Drew Altman wrote recently in The Washington Post, a “much simpler plan” based on age could improve distribution. President Biden has said he would encourage states to vaccinate those ages 65 and older. And, on January 12, 2021, as one of the last COVID-19 actions of the Trump administration, the Department of Health and Human Services issued new guidance to states recommending they open vaccine availability to all people ages 65 and older and to those under 65 with high-risk medical conditions. This latest recommendation differed from CDC Advisory Committee on Immunization Practices (ACIP) recommendations issued in December 2020, that called for targeting limited vaccine doses to health care workers and long-term care facility residents in phase 1a and people over age 75 and frontline essential workers in phase 1b. Most states had initially followed the ACIP guidelines.
We assessed how states are changing vaccination plans by comparing prioritization groups on January 19 to those that were in place on January 11. Many states have, in fact, moved to redefine their priority populations or open vaccine availability to people 65 and older; a smaller number moved those under age 65 with high risk medical conditions up in line:
- As of January 19th, 28 states include people ages 65 and older in their phase 1a or 1b priority groups, up from 16 on January 11th. The 12 states that moved those 65+ up in line were Idaho, Maine, Mississippi, Nebraska, New Hampshire, New Jersey, New York, North Carolina, Oregon, Pennsylvania, Virginia and Washington.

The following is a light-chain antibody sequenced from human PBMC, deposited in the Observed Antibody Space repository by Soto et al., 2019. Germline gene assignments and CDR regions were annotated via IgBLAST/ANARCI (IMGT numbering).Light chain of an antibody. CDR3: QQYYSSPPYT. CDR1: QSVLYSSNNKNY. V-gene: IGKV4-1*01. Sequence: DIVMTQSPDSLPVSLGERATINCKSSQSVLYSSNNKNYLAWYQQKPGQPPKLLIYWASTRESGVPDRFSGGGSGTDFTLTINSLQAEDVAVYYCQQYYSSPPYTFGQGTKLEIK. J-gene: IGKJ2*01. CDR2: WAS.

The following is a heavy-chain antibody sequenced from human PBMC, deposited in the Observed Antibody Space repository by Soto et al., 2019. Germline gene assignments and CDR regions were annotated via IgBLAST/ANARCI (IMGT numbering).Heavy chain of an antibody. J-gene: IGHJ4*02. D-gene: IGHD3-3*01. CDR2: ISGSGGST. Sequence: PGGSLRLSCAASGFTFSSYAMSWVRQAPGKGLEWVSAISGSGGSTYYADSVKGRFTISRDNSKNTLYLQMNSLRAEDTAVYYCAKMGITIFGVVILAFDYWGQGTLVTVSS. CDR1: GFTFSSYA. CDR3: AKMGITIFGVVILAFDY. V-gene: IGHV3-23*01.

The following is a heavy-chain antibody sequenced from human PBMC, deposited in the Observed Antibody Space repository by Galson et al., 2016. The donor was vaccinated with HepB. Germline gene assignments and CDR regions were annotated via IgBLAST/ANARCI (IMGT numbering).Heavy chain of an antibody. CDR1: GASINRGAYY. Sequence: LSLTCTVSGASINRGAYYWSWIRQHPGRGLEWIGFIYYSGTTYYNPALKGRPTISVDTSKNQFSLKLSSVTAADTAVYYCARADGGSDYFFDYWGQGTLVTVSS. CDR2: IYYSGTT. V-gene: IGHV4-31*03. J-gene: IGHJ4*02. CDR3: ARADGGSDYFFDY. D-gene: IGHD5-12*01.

- A total of 19 states include younger adults with high-risk medical conditions in phase 1a or 1b, including 6 states (Maine, Mississippi, Nebraska, New Jersey, Pennsylvania, and Virginia) that have revised their plans since January 11th.
- States continue to operate on different timelines, depending on how large their priority groups are, their capacity to vaccinate, and vaccine supply. Of the 28 states that include those 65+ in phase 1a or 1b, only 15 states are currently registering them for the vaccine (and in several of these states, there are long waits to get a vaccine appointment). In the 19 states that include high-risk younger adults, only 10 have opened eligibility to this group.
- In some cases, who is eligible or who can make an appointment to get vaccinated varies within states by county and even by health system within counties.
- While states did not make other broad changes to their phase 1a and 1b priority groups, by moving others into the same group or, in some cases, ahead of existing groups through further sub-prioritization, the timeline to receive a vaccine for many—particularly frontline workers—will likely be extended.
Even as some states broaden and simplify the priority groups eligible for COVID-19 vaccination based on new federal guidance, they face the challenge of communicating these changes to an anxious public. And, while expanding who is eligible to receive the vaccine may help to accelerate the pace in some cases, the limited supply of vaccine means many who are now eligible will continue to wait in line for an extended period of time.